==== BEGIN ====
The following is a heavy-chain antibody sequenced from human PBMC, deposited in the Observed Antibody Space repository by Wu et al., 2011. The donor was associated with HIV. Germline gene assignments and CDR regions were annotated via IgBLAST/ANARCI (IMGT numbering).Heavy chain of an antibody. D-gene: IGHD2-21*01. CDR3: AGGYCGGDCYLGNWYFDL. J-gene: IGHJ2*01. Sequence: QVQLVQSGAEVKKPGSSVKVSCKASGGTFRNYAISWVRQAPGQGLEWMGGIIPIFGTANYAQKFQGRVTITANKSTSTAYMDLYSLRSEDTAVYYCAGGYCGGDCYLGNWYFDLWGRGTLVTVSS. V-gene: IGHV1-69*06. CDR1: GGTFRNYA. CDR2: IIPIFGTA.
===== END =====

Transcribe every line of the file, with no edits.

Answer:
The following is a heavy-chain antibody sequenced from human PBMC, deposited in the Observed Antibody Space repository by Wu et al., 2011. The donor was associated with HIV. Germline gene assignments and CDR regions were annotated via IgBLAST/ANARCI (IMGT numbering).Heavy chain of an antibody. D-gene: IGHD2-21*01. CDR3: AGGYCGGDCYLGNWYFDL. J-gene: IGHJ2*01. Sequence: QVQLVQSGAEVKKPGSSVKVSCKASGGTFRNYAISWVRQAPGQGLEWMGGIIPIFGTANYAQKFQGRVTITANKSTSTAYMDLYSLRSEDTAVYYCAGGYCGGDCYLGNWYFDLWGRGTLVTVSS. V-gene: IGHV1-69*06. CDR1: GGTFRNYA. CDR2: IIPIFGTA.